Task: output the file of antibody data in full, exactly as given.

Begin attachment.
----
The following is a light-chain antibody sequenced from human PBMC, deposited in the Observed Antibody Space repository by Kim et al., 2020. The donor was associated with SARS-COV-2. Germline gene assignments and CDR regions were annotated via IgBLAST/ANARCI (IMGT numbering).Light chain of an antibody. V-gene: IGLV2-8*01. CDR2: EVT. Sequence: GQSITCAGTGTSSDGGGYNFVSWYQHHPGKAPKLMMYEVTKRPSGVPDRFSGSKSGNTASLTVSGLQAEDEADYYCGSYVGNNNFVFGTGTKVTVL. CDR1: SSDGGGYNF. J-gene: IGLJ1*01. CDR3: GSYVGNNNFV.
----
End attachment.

The following is a light-chain antibody sequenced from human PBMC, deposited in the Observed Antibody Space repository by Kim et al., 2020. The donor was associated with SARS-COV-2. Germline gene assignments and CDR regions were annotated via IgBLAST/ANARCI (IMGT numbering).Light chain of an antibody. V-gene: IGLV2-8*01. CDR2: EVT. Sequence: GQSITCAGTGTSSDGGGYNFVSWYQHHPGKAPKLMMYEVTKRPSGVPDRFSGSKSGNTASLTVSGLQAEDEADYYCGSYVGNNNFVFGTGTKVTVL. CDR1: SSDGGGYNF. J-gene: IGLJ1*01. CDR3: GSYVGNNNFV.